Using open source to improve how business and Government work at 2nd annual Open Source Open Society



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Openness and transparency are changing the world – including business, government, and democracy – and New Zealanders have the opportunity to spend two days learning from global leaders about how this country could benefit.


The second annual Open Source Open Society conference in Wellington is a rare event that brings together 400 people from every sector of society – especially business, Government, tech, and community advocacy. They’ll rip the lid off New Zealand and the planet’s toughest problems and get stuck in, using “open” technology principles.


Some of the big issues up for discussion at this year’s event include how transparency can create better business models, how the internet can change our democracy, how data can be made more human (and what the privacy implications are), how journalism can be supported in an open world, and how teams can work better together in a collaborative, open environment.


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The phrase “open source” connotes coding and technology, but its true definition goes much wider. Among the high profile speakers visiting New Zealand for the event are:


  • Audrey Tang, the renowned Taiwanese civic hacker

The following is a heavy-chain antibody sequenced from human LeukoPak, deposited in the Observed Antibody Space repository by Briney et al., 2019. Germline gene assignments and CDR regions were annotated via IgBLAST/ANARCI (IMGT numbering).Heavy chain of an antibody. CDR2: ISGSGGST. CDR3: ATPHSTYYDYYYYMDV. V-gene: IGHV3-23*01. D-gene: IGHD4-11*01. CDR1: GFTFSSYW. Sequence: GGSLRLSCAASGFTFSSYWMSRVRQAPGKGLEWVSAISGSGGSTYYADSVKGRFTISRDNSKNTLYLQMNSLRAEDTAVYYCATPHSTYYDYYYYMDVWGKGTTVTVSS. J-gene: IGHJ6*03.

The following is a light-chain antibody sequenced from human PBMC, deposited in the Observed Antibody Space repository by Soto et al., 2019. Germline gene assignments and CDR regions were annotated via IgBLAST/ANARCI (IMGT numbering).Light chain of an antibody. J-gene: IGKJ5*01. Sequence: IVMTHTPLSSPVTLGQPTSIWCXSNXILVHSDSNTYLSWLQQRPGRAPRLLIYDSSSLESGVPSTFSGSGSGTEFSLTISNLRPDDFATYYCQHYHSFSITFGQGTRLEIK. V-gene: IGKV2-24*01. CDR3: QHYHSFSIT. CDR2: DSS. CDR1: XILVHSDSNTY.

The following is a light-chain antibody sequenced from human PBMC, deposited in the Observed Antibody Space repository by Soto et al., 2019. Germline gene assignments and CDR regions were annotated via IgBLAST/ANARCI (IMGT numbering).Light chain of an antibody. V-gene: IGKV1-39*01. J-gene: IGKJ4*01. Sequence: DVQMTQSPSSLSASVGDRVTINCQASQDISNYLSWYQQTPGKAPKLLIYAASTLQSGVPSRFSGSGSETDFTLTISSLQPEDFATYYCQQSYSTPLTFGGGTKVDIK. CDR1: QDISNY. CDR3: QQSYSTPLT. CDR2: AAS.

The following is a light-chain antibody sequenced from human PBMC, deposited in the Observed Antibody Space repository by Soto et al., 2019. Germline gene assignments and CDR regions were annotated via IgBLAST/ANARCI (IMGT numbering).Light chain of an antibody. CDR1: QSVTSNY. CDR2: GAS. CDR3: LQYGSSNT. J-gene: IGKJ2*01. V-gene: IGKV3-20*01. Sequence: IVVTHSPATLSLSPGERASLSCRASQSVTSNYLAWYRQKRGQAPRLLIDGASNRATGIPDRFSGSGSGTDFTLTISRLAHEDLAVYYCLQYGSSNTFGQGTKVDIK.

• Executive Director of the US Department of Homeland Security’s Digital Service, Eric Hysen.
  • Prominent technology, internet, and media commentator Douglas Rushkoff, author of Throwing Rocks at the Google Bus (attending remotely).
  • Australian community leader for open government, Pia Waugh.
  • US hacker and expert on using tech for activism, Evan Henshaw-Plath, also part of the team behind the birth and rise of Twitter.
  • Australian sharing economy expert, Darren Sharp.


They’re accompanied by practical workshops with some of New Zealand’s finest minds in open source.


Attendees from across the business, technology, government, startup, media, and education sectors will come away with practical ideas from global leaders on how technology and open ways of working can transform their work, organisation and society. In reality, every business in 2016 is a tech business, and OS//OS is a way to upskill to meet the challenges of an increasingly open world.


“Globally, we see open government and business unlocking economic and social benefit for countries – and it’s important to talk about the challenges too,” said conference co-director Anthony Cabraal. “New Zealand’s got huge untapped potential for our Government and business sectors to be more open, and we risk getting left behind if we don’t explore it together.”


“The possibilities are limitless. For example, one of our guests, Audrey Tang, used open source principles to get community and Government input to regulate Uber. Drivers and passengers were consulted using online and offline processes to create a framework of policy that was then ratified. These tools are great for bringing together different worlds and harnessing the power of participatory democracy.”
OS//OS is held on Monday 22 August and Tuesday 23 August, at Wellington’s Michael Fowler Centre. This is its second year. Tickets are available now.


  1. NZ remains tied to and locked into a proprietary software operating system that enriches a multi billionaire headed corporation and influences that control our govt software systems.